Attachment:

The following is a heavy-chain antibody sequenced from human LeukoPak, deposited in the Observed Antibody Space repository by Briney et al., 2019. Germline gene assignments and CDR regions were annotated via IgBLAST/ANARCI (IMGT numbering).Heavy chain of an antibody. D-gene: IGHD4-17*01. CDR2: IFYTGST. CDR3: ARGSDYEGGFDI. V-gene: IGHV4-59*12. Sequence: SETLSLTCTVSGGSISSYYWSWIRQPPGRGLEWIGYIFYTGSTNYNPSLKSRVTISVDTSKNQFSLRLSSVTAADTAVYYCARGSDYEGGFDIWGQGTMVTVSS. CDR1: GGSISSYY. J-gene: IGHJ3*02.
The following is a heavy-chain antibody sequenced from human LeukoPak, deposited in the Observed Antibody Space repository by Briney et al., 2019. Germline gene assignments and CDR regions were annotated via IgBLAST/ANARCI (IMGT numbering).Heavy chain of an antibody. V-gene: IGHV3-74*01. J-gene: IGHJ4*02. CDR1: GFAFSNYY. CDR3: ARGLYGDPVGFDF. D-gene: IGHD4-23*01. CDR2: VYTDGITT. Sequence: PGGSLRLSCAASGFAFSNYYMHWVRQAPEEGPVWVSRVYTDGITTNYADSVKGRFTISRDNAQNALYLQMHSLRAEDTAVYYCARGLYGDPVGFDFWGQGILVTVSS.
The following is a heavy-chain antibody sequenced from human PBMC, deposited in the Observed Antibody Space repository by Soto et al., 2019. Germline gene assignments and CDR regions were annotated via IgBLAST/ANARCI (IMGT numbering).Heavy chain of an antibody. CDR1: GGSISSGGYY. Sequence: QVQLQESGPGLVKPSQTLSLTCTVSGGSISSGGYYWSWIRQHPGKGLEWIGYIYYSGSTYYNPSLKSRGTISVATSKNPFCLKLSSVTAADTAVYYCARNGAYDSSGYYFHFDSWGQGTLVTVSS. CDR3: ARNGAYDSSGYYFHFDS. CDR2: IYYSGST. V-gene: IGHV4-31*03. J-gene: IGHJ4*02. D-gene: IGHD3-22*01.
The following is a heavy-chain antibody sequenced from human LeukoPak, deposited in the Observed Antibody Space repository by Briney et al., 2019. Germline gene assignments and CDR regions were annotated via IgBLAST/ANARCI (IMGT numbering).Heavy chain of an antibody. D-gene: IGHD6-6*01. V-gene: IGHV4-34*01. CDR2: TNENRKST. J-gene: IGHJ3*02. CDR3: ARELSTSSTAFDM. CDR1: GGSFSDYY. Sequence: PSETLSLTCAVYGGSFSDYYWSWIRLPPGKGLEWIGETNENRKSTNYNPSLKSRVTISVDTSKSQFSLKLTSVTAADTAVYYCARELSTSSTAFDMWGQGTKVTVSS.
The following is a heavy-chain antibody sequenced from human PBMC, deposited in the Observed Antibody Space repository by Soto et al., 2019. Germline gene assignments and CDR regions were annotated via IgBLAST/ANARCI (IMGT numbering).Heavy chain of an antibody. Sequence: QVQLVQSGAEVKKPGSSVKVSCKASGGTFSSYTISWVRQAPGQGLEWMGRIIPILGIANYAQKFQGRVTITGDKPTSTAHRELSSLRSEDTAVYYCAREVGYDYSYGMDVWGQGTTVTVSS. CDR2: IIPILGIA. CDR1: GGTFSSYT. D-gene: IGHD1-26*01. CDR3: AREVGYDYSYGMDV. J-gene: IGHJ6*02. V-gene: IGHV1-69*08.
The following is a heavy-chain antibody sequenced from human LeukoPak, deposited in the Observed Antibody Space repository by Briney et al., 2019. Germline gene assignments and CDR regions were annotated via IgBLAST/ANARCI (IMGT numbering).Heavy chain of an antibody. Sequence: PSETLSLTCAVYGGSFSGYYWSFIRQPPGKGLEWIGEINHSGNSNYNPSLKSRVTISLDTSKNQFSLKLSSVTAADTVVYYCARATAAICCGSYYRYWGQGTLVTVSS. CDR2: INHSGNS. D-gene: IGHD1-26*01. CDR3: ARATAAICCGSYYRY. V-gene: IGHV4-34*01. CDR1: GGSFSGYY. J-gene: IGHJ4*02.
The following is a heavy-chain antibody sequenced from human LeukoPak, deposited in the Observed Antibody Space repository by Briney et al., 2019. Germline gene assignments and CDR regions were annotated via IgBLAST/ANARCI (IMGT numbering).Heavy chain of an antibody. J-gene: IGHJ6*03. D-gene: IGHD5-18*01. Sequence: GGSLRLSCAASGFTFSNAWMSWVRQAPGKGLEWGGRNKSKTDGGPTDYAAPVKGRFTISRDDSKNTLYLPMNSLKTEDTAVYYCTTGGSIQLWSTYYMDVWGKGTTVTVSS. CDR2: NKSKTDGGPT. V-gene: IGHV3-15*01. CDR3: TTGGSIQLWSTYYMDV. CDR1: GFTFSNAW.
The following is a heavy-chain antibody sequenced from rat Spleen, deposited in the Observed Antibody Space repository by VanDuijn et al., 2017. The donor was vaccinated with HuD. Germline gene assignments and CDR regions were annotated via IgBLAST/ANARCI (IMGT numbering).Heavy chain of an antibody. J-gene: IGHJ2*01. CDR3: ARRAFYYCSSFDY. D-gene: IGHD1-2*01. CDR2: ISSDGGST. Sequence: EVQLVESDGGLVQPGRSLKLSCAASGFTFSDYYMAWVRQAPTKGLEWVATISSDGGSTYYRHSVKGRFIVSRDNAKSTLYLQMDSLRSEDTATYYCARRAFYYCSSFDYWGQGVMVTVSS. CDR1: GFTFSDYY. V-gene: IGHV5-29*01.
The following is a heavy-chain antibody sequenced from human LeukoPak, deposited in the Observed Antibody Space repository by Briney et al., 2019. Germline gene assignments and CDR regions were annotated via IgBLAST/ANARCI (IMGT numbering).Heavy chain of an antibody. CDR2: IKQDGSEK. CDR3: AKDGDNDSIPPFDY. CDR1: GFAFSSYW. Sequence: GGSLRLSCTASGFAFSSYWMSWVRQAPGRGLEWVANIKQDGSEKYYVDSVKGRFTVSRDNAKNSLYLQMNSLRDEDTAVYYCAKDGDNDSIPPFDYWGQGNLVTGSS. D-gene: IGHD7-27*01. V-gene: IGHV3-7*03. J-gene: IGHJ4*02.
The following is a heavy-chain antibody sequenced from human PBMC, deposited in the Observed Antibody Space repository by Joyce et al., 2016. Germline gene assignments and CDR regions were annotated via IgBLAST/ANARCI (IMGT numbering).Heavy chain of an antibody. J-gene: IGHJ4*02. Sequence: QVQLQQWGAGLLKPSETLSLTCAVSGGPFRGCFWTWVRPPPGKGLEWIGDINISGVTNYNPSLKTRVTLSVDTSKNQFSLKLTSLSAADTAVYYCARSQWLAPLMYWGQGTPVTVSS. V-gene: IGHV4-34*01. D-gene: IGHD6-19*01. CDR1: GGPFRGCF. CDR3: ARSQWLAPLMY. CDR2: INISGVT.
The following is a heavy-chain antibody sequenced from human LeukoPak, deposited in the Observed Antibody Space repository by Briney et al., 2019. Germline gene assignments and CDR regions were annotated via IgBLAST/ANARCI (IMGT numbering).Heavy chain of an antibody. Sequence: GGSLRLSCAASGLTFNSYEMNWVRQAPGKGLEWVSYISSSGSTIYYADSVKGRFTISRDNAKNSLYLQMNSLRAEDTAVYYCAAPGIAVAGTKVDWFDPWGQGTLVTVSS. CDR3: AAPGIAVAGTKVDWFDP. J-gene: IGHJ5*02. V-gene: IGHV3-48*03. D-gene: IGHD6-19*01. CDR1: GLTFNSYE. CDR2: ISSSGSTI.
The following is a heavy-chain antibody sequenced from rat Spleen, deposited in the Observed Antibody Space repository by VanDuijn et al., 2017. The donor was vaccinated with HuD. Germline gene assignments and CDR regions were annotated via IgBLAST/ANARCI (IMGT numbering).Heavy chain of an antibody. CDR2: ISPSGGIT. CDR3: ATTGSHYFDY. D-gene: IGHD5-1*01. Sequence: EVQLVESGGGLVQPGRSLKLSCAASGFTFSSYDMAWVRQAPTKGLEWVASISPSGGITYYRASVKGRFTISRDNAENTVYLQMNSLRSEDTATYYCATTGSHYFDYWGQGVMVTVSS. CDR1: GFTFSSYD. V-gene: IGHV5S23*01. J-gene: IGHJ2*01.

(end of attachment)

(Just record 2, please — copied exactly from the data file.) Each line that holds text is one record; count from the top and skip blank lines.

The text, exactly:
The following is a heavy-chain antibody sequenced from human LeukoPak, deposited in the Observed Antibody Space repository by Briney et al., 2019. Germline gene assignments and CDR regions were annotated via IgBLAST/ANARCI (IMGT numbering).Heavy chain of an antibody. V-gene: IGHV3-74*01. J-gene: IGHJ4*02. CDR1: GFAFSNYY. CDR3: ARGLYGDPVGFDF. D-gene: IGHD4-23*01. CDR2: VYTDGITT. Sequence: PGGSLRLSCAASGFAFSNYYMHWVRQAPEEGPVWVSRVYTDGITTNYADSVKGRFTISRDNAQNALYLQMHSLRAEDTAVYYCARGLYGDPVGFDFWGQGILVTVSS.